Sergeant Andrews quickly responded to the words of dismissal, "I believe that you were given an order, Recruit."

David crisply saluted as he replied, "Drill Sergeant, I did not mean to challenge any order, Drill Sergeant, Sir. I simply suggested a pause in reconsidering."

The one in charge of the training exercise worked to present his own authority, "What is your reasoning for making the suggestion?"

"Sir, I cheat, Sir."

"I accept the challenge, Recruit."

Not enough time had passed for complicated drills on self-defense. This was really nothing more than an introductory course. The instructor was a highly trained disciple of certain arts, and felt that his experience put him beyond the skills of anyone trained outside the military.

David did not speak, but simply walked towards the instructor. Just to teach a lesson, the military teacher made his attack as the recruit went through the opening bow. While the instructor made a powerful spin kick, David dropped to the ground, rolled, then pushed up with his hands to have a boot go into the stomach of the instructor. While most recruits would have stopped with one good maneuver, David finished his roll, and, as the instructor bent over attempting to regain his breath, sent a fist into the side of the instructor's face. Before most knew what had happened, David rose as if completing his bow while the military teacher collapsed on the mat.

The room stayed quiet while the military instructor regained his composure. David stayed in his place and did not speak. All waited to see what would happen next.

The instructor went through no ritual bow, but simply approached the young man to ask, "You have had some training?"

"Sir, No, Sir. I have just had to survive a number of fights."

"Your face does not look as someone who has fought a lot."

"I am a quick study, and I would not be here if I had lost."

The instructor looked around to those who had watched the routine keeping his face tense before saying, "Those were still good moves."

"Sir, thank you, Sir. However, I have no formal training. I desired someone else to go first so I could learn things as they are supposed to be learned. I did not want to go first, because, as I said, I cheat."

"Then return to your place, Recruit."

The action earned David some more respect among his peers, although Sergeant Andrews again noticed that the young man did not gloat over his popularity and continued to seldom speak. He was glad that things had progressed enough to spend one evening with the men, as he hoped to get some answers. Sergeant Andrews had things to ask others in the company, and methodically conversed with each on the roll. In not focusing on David, the experienced soldier expected to earn enough respect to get some honest words from him.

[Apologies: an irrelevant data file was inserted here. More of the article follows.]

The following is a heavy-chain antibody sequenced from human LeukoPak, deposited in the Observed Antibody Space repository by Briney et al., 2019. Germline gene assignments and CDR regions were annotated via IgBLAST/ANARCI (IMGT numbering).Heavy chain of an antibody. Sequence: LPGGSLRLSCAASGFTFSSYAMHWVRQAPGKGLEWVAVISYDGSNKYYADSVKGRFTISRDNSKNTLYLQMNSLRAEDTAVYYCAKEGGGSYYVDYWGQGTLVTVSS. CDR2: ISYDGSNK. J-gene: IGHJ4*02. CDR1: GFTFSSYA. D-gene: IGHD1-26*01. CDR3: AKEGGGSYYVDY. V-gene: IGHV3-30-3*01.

Fantasy puts more requirements on the writer than any other fiction, because the world must be made as real before anything else can be real.
Adult Christian fiction quite different than all the usual lame stuff in that market. "Dilemma of Dreams" now in hard back.
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PostSubject: Re: The Search for Silent - Chpt 1   July 9th 2009, 11:02 am

I'd like to run some comments but I'm confused as to your intentions. Is this something you want help with? Or is it a completed chapter you're just posting for people to read?
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PostSubject: Reply   July 9th 2009, 12:07 pm

Hey, I comment on other people's stuff. I definitely give you a hard time. Thus, feel free to say whatever you like.

I wrote this some time ago as the story idea burned in my skull. I am personally not military, although most of the men in my family are (I had a ruptured spleen in my early teens that limited my usefulness to the military which was then still fighting the Vietnam War). I thus will claim some accuracy, but nothing fully proper.

I do have certain quibbles with the story, so you might find me accepting your comments instead of retorting to them. I however am going to post the story in my usual installment every five days style whether you vehemently speak against it or not. Still, yes, this site is for discussion, so don't keep yourself quiet.

Fantasy puts more requirements on the writer than any other fiction, because the world must be made as real before anything else can be real.
Adult Christian fiction quite different than all the usual lame stuff in that market. "Dilemma of Dreams" now in hard back.
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PostSubject: Re: The Search for Silent - Chpt 1   July 9th 2009, 12:34 pm

I'm a firm believer that any story can be told as long as it's written with good quality.
The better the quality, the easier and more enjoyable it is to see the picture you're trying to present us with. A change from the usual genre could really get the creative juices flowing. i'd say I have at least 6 other firm ideas for stories, and only 3 of them are fantasy. I have horror and even a gangster kind of story in mind.